2013 annuity cheat sheet

By Ryan Parker

Bankers Annuity Brokerage

This year has started with much more of a bang than a whimper, which suggests that the new year could be a great one for the annuities market after 2012’s troubled run. Between portability rules, deferred annuities getting hit by fresh tax changes, and a number of annuity brokerages diversifying their offerings, it can sometimes be tough to keep track of the major company and governmental changes. Here’s a quick cheat sheet for two of the biggest changes hitting occurring in 2013.

Deferred annuities may become less attractive due to recent tax changes

As noted in the article “How Washington Is Killing Deferred Annuities” published by the Journal of Financial Planning, there have been a few significant changes in the tax code that may diminish the benefits wealthy clients receive from deferred annuities.

As the authors point out, at the start of 2013, the Bush tax breaks expire, collapsing some of the tax brackets into each other and increasing taxes by approximately 3 percent to 5 percent in each bracket, and up 4.6 percent for those in the highest bracket. This, coupled with the fact that “distributions from annuity contracts made to high-income taxpayers will be subject to an additional 3.8 percent surtax imposed by the Patient Protection and Affordable Care Act of 2010” means deferred payments will be taxed more heavily in 2013. Overall, deferred annuities have become a slightly less desirable option, particularly among wealthy clients.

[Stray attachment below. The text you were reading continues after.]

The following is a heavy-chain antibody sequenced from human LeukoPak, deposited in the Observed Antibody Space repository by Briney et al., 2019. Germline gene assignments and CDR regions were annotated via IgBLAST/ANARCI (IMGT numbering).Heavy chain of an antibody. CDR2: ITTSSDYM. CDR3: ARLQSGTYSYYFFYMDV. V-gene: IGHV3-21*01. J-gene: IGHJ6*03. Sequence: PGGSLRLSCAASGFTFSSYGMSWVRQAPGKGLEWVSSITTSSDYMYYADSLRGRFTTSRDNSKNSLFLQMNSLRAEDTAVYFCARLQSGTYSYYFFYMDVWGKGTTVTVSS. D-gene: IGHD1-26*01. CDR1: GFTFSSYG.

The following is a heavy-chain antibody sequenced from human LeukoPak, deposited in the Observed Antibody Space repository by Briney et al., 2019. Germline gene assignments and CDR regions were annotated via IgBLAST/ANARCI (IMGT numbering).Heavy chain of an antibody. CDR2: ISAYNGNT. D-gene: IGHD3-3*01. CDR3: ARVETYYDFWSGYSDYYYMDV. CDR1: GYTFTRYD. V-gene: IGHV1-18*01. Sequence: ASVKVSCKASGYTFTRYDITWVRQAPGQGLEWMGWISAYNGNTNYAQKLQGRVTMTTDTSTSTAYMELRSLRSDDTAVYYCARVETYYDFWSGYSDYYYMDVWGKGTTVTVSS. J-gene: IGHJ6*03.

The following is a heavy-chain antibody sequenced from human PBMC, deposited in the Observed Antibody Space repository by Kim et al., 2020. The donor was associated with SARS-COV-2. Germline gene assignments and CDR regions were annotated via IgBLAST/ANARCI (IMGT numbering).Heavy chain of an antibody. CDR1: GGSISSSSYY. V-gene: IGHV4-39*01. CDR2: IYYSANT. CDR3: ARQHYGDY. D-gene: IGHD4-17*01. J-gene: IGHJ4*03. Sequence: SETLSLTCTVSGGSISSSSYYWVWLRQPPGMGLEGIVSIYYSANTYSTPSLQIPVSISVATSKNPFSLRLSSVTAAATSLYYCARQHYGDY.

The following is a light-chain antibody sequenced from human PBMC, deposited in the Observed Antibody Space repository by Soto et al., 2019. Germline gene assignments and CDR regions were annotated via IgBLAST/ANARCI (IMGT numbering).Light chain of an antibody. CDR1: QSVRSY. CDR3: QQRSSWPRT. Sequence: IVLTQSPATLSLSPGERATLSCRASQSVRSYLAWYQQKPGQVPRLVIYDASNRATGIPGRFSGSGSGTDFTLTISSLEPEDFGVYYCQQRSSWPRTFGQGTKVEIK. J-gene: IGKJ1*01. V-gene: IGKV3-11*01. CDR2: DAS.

Bypass trusts are now only necessary in specific cases

The American Taxpayer Relief Act (ATRA), signed temporarily into law in 2010 and permanently into law on January 2nd, 2013 has made it so estate tax exemptions now roll over to the spouse of the deceased. Much in the same way bypass trusts allowed a spouse to ensure that their significant other wouldn’t get hit with a heavy tax burden once their estates were combined, the new law makes it so this happens almost automatically, as long as an estate tax return is filed in a timely manner. This eases estate planning by not only making it less necessary to establish a bypass trust, but also imposing a $250,000 gray area for the "estimated value" of an estate. Detailed appraisals of an estate and its properties are no longer strictly necessary.

As always, it’s important to know what the options are for clients looking at investing in annuities. This recent piece outlines a number of new offerings that are now on the table. In addition to a few of the larger changes to the tax code in 2013, knowing what’s out there and what’s changing is important to making sure you’re offering up the best solution for your clients.

If nothing else, 2013 will likely be a much more exciting year for annuities, and you can make the most of it by keeping yourself well informed and maintaining a healthy dose of optimism.